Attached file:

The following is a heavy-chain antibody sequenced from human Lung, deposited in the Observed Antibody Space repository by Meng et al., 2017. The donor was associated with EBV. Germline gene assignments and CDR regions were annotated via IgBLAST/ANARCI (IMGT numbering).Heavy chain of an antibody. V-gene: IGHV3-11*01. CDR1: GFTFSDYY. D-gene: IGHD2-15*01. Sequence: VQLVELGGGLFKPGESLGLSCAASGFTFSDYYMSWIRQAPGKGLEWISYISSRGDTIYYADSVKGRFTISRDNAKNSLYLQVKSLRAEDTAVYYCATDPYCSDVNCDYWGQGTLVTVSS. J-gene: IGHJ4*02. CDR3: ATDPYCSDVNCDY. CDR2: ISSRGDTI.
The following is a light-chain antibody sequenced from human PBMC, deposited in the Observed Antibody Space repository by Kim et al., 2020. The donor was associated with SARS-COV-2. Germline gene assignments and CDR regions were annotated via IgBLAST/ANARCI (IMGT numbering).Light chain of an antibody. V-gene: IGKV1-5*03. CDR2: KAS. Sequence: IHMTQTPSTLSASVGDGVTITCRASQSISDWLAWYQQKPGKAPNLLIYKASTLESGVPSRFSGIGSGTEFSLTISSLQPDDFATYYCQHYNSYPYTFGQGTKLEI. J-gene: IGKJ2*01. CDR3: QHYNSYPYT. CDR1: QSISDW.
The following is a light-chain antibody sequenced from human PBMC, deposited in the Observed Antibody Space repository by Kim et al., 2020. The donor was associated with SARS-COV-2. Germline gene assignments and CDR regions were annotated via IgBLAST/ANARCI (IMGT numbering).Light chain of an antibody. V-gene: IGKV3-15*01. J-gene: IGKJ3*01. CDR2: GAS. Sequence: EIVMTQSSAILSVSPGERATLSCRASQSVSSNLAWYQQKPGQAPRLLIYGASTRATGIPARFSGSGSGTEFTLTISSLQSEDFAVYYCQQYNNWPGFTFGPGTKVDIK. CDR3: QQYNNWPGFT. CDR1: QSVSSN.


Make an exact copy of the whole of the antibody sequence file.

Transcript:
The following is a heavy-chain antibody sequenced from human Lung, deposited in the Observed Antibody Space repository by Meng et al., 2017. The donor was associated with EBV. Germline gene assignments and CDR regions were annotated via IgBLAST/ANARCI (IMGT numbering).Heavy chain of an antibody. V-gene: IGHV3-11*01. CDR1: GFTFSDYY. D-gene: IGHD2-15*01. Sequence: VQLVELGGGLFKPGESLGLSCAASGFTFSDYYMSWIRQAPGKGLEWISYISSRGDTIYYADSVKGRFTISRDNAKNSLYLQVKSLRAEDTAVYYCATDPYCSDVNCDYWGQGTLVTVSS. J-gene: IGHJ4*02. CDR3: ATDPYCSDVNCDY. CDR2: ISSRGDTI.
The following is a light-chain antibody sequenced from human PBMC, deposited in the Observed Antibody Space repository by Kim et al., 2020. The donor was associated with SARS-COV-2. Germline gene assignments and CDR regions were annotated via IgBLAST/ANARCI (IMGT numbering).Light chain of an antibody. V-gene: IGKV1-5*03. CDR2: KAS. Sequence: IHMTQTPSTLSASVGDGVTITCRASQSISDWLAWYQQKPGKAPNLLIYKASTLESGVPSRFSGIGSGTEFSLTISSLQPDDFATYYCQHYNSYPYTFGQGTKLEI. J-gene: IGKJ2*01. CDR3: QHYNSYPYT. CDR1: QSISDW.
The following is a light-chain antibody sequenced from human PBMC, deposited in the Observed Antibody Space repository by Kim et al., 2020. The donor was associated with SARS-COV-2. Germline gene assignments and CDR regions were annotated via IgBLAST/ANARCI (IMGT numbering).Light chain of an antibody. V-gene: IGKV3-15*01. J-gene: IGKJ3*01. CDR2: GAS. Sequence: EIVMTQSSAILSVSPGERATLSCRASQSVSSNLAWYQQKPGQAPRLLIYGASTRATGIPARFSGSGSGTEFTLTISSLQSEDFAVYYCQQYNNWPGFTFGPGTKVDIK. CDR3: QQYNNWPGFT. CDR1: QSVSSN.